Those who oppose austerity internationally are once again watching Quebec, with a new strike and protest movement unfolding this fall that in many ways builds on the student strike and “Maple Spring” of 2012. And while the struggle has broadened to include the entire public sector, education is still at the forefront.
On November 4, the Chicago Teachers Union passed a unanimous resolution to extend “our solidarity to the Common Front, FAE, FIQ, and ASSÉ in their struggle to stop the Couillard government’s program of austerity and defend public services, education, and healthcare in Quebec.” They were naming the coalition of 400,000 public sector union members as well as the teachers of the FAE and the nurses of the FIQ, who are all in a legal strike position in collective agreement bargaining, and students who staged a walkout in solidarity with them on November 5.
In a series of rotating strikes, the Common Front is taking on a provincial wage freeze for all. But the fight is also about class sizes and cut backs on special needs students for teachers (and patient ratios for nurses).
The Chicago Teachers Union knows very well that fighting on these issues requires building long-term support in the community, and in their case, solid support from parents. They share this with the movement in Quebec, where parents of primary and secondary students have been forming “human chains” around schools on the first day of each month this fall to protest the budget cuts and protect their children’s public education.
On November 20, those parents will escalate their efforts. They will descend on the National Assembly in Quebec City, an initiative of Québec solidaire—the only anti-austerity party in the Quebec legislature—which has declared : “The Minister of Education refuses to set foot in Quebec schools? Quebec solidaire is bringing school to him!” And while parents, students, teachers and supporters from across Quebec rally outside the National Assembly, Québec solidaire has committed the three opposition parties to question the Education Minister about the cuts to schools.
In organizing this action, Québec solidaire has partnered with the parents’ movement « Je protège mon école publique, » the « Coalition des parents pour l’école publique » and the « Coalition des parents d’enfants à besoins particuliers » (children with special needs). You can follow the parents’ movement at www.Ecolepublique.org.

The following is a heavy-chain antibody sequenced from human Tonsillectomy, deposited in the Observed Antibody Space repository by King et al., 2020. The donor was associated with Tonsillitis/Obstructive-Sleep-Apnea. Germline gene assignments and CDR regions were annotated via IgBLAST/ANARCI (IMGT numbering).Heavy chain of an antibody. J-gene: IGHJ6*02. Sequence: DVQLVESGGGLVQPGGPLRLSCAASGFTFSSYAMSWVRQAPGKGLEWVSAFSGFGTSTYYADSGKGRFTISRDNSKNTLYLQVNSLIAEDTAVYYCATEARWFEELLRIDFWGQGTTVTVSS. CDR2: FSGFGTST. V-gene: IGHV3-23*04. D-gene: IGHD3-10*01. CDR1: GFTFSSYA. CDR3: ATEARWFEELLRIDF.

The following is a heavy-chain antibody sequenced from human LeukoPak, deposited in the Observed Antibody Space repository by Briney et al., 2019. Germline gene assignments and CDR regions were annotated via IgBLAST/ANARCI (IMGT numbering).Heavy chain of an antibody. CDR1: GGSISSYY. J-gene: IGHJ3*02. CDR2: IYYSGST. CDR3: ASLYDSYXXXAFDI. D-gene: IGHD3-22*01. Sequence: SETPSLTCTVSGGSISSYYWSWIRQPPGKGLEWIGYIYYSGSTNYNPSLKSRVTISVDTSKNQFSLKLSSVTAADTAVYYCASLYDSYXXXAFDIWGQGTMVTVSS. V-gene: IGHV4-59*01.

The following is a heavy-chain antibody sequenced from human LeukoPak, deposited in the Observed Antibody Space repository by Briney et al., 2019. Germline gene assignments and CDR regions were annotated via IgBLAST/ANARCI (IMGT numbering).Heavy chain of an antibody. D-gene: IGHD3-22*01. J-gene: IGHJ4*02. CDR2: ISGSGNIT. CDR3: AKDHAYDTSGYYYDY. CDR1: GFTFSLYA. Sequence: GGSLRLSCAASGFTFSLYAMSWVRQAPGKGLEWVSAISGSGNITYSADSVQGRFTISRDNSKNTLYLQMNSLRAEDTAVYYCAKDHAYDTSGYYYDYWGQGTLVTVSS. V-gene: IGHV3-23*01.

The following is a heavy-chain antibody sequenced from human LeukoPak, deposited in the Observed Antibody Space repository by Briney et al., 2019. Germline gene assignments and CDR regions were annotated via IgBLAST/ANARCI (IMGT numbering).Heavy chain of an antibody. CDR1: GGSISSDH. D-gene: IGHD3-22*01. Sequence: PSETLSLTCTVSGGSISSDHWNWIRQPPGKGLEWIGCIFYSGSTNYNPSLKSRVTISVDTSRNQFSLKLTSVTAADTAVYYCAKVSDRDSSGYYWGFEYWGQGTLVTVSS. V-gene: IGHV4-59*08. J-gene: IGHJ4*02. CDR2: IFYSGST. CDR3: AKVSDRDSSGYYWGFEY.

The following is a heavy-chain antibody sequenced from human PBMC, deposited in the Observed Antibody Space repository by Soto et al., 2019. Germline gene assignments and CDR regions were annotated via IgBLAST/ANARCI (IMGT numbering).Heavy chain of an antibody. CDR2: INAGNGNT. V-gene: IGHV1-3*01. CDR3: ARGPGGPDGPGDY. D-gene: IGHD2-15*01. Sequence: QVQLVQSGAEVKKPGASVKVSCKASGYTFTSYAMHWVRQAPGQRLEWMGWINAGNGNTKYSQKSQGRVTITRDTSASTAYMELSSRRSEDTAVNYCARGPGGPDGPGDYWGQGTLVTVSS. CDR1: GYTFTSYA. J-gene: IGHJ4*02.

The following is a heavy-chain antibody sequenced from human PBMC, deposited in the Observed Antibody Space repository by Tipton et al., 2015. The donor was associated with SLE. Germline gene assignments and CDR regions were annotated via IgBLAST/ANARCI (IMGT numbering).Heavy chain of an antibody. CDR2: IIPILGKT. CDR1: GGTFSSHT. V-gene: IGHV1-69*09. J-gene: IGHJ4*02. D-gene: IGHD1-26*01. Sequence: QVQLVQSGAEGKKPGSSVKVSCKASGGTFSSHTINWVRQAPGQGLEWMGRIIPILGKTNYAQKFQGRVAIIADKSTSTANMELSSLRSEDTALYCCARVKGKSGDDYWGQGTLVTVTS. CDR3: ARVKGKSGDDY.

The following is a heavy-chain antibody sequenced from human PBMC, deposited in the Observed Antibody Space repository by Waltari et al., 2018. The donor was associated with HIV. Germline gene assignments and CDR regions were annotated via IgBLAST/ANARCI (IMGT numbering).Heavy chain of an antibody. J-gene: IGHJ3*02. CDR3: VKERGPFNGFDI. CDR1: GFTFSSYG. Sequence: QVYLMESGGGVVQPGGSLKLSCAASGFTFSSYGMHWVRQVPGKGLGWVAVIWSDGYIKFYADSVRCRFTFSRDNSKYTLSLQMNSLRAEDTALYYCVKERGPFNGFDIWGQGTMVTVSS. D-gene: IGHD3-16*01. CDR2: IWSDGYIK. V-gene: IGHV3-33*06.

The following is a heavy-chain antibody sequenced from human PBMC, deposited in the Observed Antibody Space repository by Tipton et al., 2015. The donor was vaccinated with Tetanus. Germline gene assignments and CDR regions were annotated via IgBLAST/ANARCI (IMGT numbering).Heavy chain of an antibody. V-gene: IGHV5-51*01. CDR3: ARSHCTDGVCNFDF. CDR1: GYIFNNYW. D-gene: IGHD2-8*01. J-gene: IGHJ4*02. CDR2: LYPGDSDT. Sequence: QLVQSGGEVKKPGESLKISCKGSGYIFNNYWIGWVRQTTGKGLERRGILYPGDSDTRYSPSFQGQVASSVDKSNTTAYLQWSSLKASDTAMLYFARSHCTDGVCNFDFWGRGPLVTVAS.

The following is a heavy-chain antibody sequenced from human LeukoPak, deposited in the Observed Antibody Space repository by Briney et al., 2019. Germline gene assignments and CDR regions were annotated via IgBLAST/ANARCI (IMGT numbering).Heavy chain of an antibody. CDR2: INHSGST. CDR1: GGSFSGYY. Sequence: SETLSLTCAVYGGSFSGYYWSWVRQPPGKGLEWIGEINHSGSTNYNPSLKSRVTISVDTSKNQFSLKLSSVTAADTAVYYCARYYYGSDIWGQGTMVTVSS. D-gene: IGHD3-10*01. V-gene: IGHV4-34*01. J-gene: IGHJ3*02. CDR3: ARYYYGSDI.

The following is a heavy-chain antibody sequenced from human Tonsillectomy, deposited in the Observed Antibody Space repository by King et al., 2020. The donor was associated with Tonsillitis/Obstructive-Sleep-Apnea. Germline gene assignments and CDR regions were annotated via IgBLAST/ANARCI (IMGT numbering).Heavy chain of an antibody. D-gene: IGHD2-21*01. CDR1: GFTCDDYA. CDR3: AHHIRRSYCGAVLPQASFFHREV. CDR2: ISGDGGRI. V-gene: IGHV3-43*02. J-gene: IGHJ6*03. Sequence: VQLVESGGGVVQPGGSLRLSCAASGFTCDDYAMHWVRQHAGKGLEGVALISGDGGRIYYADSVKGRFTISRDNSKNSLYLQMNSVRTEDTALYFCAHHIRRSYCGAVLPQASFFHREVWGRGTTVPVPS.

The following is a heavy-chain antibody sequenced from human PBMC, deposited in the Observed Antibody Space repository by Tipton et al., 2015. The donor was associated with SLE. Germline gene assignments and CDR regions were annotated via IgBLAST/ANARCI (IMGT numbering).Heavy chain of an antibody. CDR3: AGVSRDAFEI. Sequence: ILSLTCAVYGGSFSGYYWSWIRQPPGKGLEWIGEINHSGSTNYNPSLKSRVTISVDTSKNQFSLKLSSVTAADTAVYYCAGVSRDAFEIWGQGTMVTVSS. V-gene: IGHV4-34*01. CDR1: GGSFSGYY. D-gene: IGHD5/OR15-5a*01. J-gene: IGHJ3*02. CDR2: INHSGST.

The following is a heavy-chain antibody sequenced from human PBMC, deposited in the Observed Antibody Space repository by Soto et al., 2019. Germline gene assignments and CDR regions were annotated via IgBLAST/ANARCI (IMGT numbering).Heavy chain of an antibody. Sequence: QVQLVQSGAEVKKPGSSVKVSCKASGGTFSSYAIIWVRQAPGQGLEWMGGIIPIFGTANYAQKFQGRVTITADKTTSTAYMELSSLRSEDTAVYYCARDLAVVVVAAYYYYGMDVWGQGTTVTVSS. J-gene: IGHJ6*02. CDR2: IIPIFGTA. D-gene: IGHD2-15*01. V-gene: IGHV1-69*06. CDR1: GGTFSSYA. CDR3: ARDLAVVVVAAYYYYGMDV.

In the wake of teachers’ strikes in many parts of English Canada, and the untapped solidarity that may have existed for them, there may be some useful lessons in what continues to unfold in defence of Quebec schools.
But Quebec parents are not the only ones forming human chains in defence of education: in fact, they have inspired CEGEP (college) students to follow their example.
Members of ASSE but also of the Fédération étudiante collégiale du Québec (FECQ, which represents 65,000 students in 21 CEGEPs across Quebec) have started forming their own human chains on the second day of each month: in other words, the day after the parents’ monthly action. They are protesting $150 million in budget cuts to postsecondary education in the last five years under the banner «Je sauve mon Cégep» (I’m saving my CEGEP).
The students have invited CEGEP employees and the general public to join them in this movement, which they hope will continue to grow in the next academic session.
It seems likely that this parallel fight against austerity, which is against budget cuts to every level of education, will continue no matter what happens with the legal Common Front strikes in the whole public sector. But the two struggles have inspired each other, and in the long run, they are the same.
Join the discussion “Quebec: austerity and resistance,” Thursday November 19, 7pm at Toronto’s Steelworkers Hall (25 Cecil St.), featuring Chantal Sundaram and Nora Loreto